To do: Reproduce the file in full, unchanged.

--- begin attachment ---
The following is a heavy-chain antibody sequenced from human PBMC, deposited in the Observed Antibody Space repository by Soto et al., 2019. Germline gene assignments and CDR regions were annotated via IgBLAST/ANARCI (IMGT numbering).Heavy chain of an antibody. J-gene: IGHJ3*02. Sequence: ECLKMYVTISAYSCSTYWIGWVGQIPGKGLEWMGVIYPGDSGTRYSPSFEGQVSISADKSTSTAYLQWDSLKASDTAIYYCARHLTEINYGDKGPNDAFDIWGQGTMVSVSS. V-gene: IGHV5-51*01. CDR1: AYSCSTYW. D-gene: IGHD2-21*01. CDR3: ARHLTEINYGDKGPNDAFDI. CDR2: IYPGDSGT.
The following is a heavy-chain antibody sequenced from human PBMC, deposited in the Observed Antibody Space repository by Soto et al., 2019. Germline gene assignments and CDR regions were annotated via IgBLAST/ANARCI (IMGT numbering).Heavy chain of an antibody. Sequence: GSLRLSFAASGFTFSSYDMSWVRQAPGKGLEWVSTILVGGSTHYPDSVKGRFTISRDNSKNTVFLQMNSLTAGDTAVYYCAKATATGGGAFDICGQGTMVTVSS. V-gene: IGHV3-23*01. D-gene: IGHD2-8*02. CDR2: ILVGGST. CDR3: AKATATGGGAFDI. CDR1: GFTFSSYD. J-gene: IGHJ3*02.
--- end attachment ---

The following is a heavy-chain antibody sequenced from human PBMC, deposited in the Observed Antibody Space repository by Soto et al., 2019. Germline gene assignments and CDR regions were annotated via IgBLAST/ANARCI (IMGT numbering).Heavy chain of an antibody. J-gene: IGHJ3*02. Sequence: ECLKMYVTISAYSCSTYWIGWVGQIPGKGLEWMGVIYPGDSGTRYSPSFEGQVSISADKSTSTAYLQWDSLKASDTAIYYCARHLTEINYGDKGPNDAFDIWGQGTMVSVSS. V-gene: IGHV5-51*01. CDR1: AYSCSTYW. D-gene: IGHD2-21*01. CDR3: ARHLTEINYGDKGPNDAFDI. CDR2: IYPGDSGT.
The following is a heavy-chain antibody sequenced from human PBMC, deposited in the Observed Antibody Space repository by Soto et al., 2019. Germline gene assignments and CDR regions were annotated via IgBLAST/ANARCI (IMGT numbering).Heavy chain of an antibody. Sequence: GSLRLSFAASGFTFSSYDMSWVRQAPGKGLEWVSTILVGGSTHYPDSVKGRFTISRDNSKNTVFLQMNSLTAGDTAVYYCAKATATGGGAFDICGQGTMVTVSS. V-gene: IGHV3-23*01. D-gene: IGHD2-8*02. CDR2: ILVGGST. CDR3: AKATATGGGAFDI. CDR1: GFTFSSYD. J-gene: IGHJ3*02.